Although Europe has generally made a strong commitment to sustainable investment, uptake varies across different investor cohorts; there is confusion about the varied methods and terminology used to deliver and classify such investments (gradually being addressed through tighter regulation, e.g., the recently introduced SFDR level 2 standards); and suspicions of greenwashing remain.
Zooming out further, political debate in the US continues to intensify around the application of ESG screens to investment products and companies’ business models, with an ever-lengthening list of anti- and pro-ESG bills being submitted for consideration by lawmakers. Concerns have also been raised of global asset managers promoting ESG products in some markets while investing in countries or companies that fall foul of ESG ratings.
How can a single brand effectively present its sustainability credentials across varied geographies?
Even in Europe, not all investors and professional buyers have bought into the concept of responsible investment: one buyer interviewed for EuroFSS said “I detest ESG ideology”! But this is a minority view.
Selectors were asked to state how much demand they are seeing from clients for article 8 and 9 funds. Considering article 9 funds (those that have sustainable investment as a core objective), only 6% of retail selectors say that they see no demand, with 18% seeing a lot of demand, and 4% claiming such funds to be a ‘must have’.
Of course, results look different when considered country by country: for example, institutional buyers’ appetite for funds focussed on sustainable objectives is generally higher than for funds that just integrate ESG factors, but the reverse is true in Spain and the UK, and especially so in Italy.
Understanding a selector’s approach to providing sustainable investments to their clients is also useful when adapting a brand to different tastes and practices.
In most markets, especially Switzerland, the most common approach is to “offer a dedicated sustainable investment service, tailored to the client’s preferences,” but in the UK, selectors are more likely to say that “ESG considerations are integrated into all of our investment products/services.”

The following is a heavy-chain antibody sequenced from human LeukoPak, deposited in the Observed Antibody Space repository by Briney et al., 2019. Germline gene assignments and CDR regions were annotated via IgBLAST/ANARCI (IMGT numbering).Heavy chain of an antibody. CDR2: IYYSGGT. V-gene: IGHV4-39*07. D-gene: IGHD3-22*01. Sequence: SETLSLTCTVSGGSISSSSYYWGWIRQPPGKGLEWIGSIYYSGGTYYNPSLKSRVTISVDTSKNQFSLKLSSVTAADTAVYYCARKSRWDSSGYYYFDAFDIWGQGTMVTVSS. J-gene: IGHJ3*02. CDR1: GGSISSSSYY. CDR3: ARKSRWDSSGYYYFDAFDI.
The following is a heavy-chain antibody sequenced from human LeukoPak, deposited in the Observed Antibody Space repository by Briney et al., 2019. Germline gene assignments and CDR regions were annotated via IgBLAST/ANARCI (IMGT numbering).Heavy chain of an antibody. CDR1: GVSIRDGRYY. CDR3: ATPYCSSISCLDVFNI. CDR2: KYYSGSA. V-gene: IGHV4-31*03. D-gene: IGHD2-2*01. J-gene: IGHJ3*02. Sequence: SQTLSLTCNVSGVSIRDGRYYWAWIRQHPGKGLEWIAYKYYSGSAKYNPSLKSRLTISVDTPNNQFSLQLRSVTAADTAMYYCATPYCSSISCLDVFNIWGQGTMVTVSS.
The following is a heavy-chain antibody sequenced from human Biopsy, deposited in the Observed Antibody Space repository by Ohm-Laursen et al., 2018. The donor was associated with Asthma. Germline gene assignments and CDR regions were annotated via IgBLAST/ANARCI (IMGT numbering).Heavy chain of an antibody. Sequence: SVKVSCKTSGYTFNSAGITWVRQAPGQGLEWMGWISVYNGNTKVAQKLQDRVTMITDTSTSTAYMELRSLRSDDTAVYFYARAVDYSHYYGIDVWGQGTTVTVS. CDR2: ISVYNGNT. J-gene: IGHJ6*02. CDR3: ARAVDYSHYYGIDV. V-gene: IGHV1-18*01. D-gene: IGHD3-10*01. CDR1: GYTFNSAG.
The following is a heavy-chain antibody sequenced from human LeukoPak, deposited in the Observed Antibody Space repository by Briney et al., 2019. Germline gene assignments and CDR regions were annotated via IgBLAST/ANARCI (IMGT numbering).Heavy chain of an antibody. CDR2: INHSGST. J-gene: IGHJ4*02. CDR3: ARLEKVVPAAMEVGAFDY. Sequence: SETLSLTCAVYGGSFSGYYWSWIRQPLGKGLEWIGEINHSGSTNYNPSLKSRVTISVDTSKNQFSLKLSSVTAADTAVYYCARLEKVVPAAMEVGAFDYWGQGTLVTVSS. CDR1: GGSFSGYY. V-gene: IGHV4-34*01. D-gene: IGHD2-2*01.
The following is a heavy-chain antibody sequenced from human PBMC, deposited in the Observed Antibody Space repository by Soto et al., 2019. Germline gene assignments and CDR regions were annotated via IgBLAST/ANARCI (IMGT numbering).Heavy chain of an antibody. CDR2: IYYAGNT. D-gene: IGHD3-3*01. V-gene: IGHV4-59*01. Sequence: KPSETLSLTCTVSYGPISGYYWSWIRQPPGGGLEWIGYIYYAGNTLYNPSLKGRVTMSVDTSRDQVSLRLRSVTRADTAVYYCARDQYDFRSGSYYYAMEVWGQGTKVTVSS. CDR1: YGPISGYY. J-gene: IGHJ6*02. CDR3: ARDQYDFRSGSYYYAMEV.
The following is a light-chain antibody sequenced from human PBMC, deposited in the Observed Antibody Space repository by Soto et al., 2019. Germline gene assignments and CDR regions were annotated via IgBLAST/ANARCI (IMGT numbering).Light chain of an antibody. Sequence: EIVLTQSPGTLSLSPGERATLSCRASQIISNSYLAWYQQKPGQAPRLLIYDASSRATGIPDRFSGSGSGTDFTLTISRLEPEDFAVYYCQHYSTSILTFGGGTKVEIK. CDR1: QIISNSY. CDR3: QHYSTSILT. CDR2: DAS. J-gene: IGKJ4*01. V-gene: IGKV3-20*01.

Typically, between a third and one half of selectors in each market “offer a dedicated sustainable investment service using model portfolios/multi-asset funds,” but less than a fifth of Spanish respondents do so.
In response to a question about the asset managers considered market leaders for specific investment types, one US firm was deemed best in three of the European markets explored, while a European manager received the same accolade in another three markets. Knowing just how to plug your ESG product and service propositions into each market can pay dividends, allowing for seamless presentation of a single brand to multiple audiences.
In the next edition of IMpower Incorporating FundForum’s newsletter, we will drill down further into the asset-allocation data of EuroFSS, including a look at appetite for private markets, to help asset managers sense check current distribution strategies.
If you’d like to find out more about how we can help you with your research requirements, please do get in touch.
Research in Finance are Silver Sponsors of IMpower Incorporating FundForum 2023. Find out more about the event and agenda here >>